I know that TNR is not "mainstream" in the sense that the NYT, WaPo, AP, etc., are. Still this is a very powerful item. And it leads to:
  • An AP item headlined, "FACT CHECK: Ryan takes factual shortcuts in speech."
  • An item from NPR with a mildly "he said, she said" headline ("Fact Checkers Say Some of Ryan's Claims Don't Add Up") but that gets the main points across.
  • One just now from the NYT, with the headline "In Ryan Critique of Obama, Omissions Help Make the Case." It begins this way: "In his speech accepting the Republican nomination for vice president at the Republican National Convention, Representative Paul D. Ryan criticized President Obama for seeking Medicare cuts that he once sought as well, and for failing to act on a deficit-reduction plan that he too opposed."
  • Another excoriation by Michael Tomasky, in the Daily Beast, that is headlined "Paul Ryan's Convention Speech and his Web of Lies" and which begins, "It just boggles the mind to imagine how Paul Ryan can stand up there and lash Barack Obama for abandoning Bowles-Simpson when he did exactly that himself."
  • An item on the Fox News site for which there must be an interesting backstory, in which contributor Sally Kohn says that "Ryan's speech was an apparent attempt to set the world record for the greatest number of blatant lies and misrepresentations slipped into a single political speech."
  • On TPM, a catalogue with the headline "Top 5 Fibs in Paul Ryan's Convention Speech."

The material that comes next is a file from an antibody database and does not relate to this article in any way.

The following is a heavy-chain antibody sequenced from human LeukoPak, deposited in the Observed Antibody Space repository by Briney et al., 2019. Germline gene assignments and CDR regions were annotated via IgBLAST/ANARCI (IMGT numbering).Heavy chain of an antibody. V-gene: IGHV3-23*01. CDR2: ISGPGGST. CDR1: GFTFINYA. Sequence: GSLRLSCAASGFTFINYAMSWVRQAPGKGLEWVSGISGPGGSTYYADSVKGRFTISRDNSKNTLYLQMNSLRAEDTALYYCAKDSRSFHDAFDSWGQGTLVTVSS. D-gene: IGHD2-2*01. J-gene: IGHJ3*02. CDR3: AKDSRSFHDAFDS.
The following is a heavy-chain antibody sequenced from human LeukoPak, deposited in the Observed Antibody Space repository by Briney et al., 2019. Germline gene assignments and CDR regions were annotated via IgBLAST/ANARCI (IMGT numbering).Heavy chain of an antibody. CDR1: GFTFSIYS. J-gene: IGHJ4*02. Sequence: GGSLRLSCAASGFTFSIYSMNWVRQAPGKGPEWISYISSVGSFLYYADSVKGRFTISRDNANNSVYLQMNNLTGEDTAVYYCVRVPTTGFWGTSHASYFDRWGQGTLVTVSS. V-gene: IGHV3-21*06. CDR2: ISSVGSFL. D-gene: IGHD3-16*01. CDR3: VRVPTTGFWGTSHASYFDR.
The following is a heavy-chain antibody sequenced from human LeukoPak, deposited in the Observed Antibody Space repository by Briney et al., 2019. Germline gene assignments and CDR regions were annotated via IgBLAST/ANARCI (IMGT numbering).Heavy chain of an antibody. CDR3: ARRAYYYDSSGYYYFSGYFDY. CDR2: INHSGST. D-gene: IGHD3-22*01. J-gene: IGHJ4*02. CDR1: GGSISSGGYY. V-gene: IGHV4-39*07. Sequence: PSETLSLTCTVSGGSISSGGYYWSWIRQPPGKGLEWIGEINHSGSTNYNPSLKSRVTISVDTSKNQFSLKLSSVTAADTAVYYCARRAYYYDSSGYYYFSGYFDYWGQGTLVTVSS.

• Update An excellent item I had somehow missed before, by Jonathan Chait in NY Mag, about "Paul Ryan's Large Lies and One Big Truth." Worth reading in general, and to see what that "truth" is.
  • And Dave Weigel in Slate, plus Zack Beauchamp in Think Progress, about the euphemisms some reporters still use in order to avoid saying that Ryan "lied."

To restate the larger points for the moment: The bad one is that a major party's nominee for national office apparently just doesn't care that he is standing in front of millions and telling easily catchable lies. The less-bad one is that parts of the media are noticing, and are trying to figure out what they can do in response.

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James Fallows is a national correspondent for The Atlantic and has written for the magazine since the late 1970s. He has reported extensively from outside the United States and once worked as President Carter's chief speechwriter. His latest book is China Airborne. More

James Fallows is based in Washington as a national correspondent for The Atlantic. He has worked for the magazine for nearly 30 years and in that time has also lived in Seattle, Berkeley, Austin, Tokyo, Kuala Lumpur, Shanghai, and Beijing. He was raised in Redlands, California, received his undergraduate degree in American history and literature from Harvard, and received a graduate degree in economics from Oxford as a Rhodes scholar. In addition to working for The Atlantic, he has spent two years as chief White House speechwriter for Jimmy Carter, two years as the editor of US News & World Report, and six months as a program designer at Microsoft. He is an instrument-rated private pilot. He is also now the chair in U.S. media at the U.S. Studies Centre at the University of Sydney, in Australia.

Fallows has been a finalist for the National Magazine Award five times and has won once; he has also won the American Book Award for nonfiction and a N.Y. Emmy award for the documentary series Doing Business in China. He was the founding chairman of the New America Foundation. His recent books Blind Into Baghdad (2006) and Postcards From Tomorrow Square (2009) are based on his writings for The Atlantic. His latest book is China Airborne. He is married to Deborah Fallows, author of the recent book Dreaming in Chinese. They have two married sons.